The North sea Yme oil field was discovered in 1987, production started in 1996 and ceased after 6 years when it was considered no longer profitable to operate. In 2007 a new development was approved, being Yme the first field re-opened in the Norwegian Continental Shelf. The concept selected was a MOPUStor: comprising a jack-up unit grouted to a subsea storage tank. Due to compromised structural integrity and lack of regulatory compliance that came to light shortly after installation, the platform was required to be removed . The remaining riser caisson and the future 1050 t wellhead module required a support to allow the re-use of the facilities and tap the remaining oil reserves. The innovative tubular frame support was designed as a braced unit, secured to the existing MOPUstor leg receptacles and holding a grouted clamp larger than typical offshore clamps for which design guidance in ISO is available. The existing facilities had to be modified to receive the new structure and to guide it in place within the small clearances available.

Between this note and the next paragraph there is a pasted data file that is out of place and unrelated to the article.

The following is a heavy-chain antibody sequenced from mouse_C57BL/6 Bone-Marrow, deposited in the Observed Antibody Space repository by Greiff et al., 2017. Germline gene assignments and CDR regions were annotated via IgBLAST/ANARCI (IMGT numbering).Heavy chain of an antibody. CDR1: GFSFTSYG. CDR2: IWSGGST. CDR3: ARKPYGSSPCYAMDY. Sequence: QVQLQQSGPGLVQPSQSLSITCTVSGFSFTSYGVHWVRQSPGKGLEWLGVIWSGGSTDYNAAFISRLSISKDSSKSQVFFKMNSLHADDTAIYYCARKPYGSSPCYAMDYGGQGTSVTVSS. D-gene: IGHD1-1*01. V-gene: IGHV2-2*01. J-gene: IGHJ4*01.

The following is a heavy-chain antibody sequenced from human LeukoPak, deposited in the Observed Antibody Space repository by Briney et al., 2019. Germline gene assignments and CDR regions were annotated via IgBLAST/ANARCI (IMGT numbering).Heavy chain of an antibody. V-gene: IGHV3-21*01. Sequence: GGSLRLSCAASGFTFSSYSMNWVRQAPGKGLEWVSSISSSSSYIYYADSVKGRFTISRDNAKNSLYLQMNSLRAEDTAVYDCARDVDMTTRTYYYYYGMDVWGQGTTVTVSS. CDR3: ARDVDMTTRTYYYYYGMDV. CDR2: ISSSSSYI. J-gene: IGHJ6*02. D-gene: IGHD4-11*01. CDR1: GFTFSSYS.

The aim of this paper is to describe the solutions developed to prepare and verify the substructure for installation; to predict the dynamic behavior of a subsea heavy lift operation with small clearances around existing assets (down to 150 mm); and to place large volume high strength grouted connections, exceeding the height and thickness values from any project ever done before. In order to avoid early age degradation of the grout, a 1 mm maximum relative movement requirement was the operation design philosophy. A reliable system to stabilize the caisson, which displacements were up to 150 mm, was developed to meet the criteria during grouting and curing. In the stabilizer system design, as well as the plan for contingencies with divers to restart grouting in the event of a breakdown, the lessons learned from latest wind turbine industry practices and from the first attempt to re-develop the field using grouted connections were incorporated. Currently the substructure is secured to provide the long term integrity of the structure the next 20 years of future production in the North Sea environment.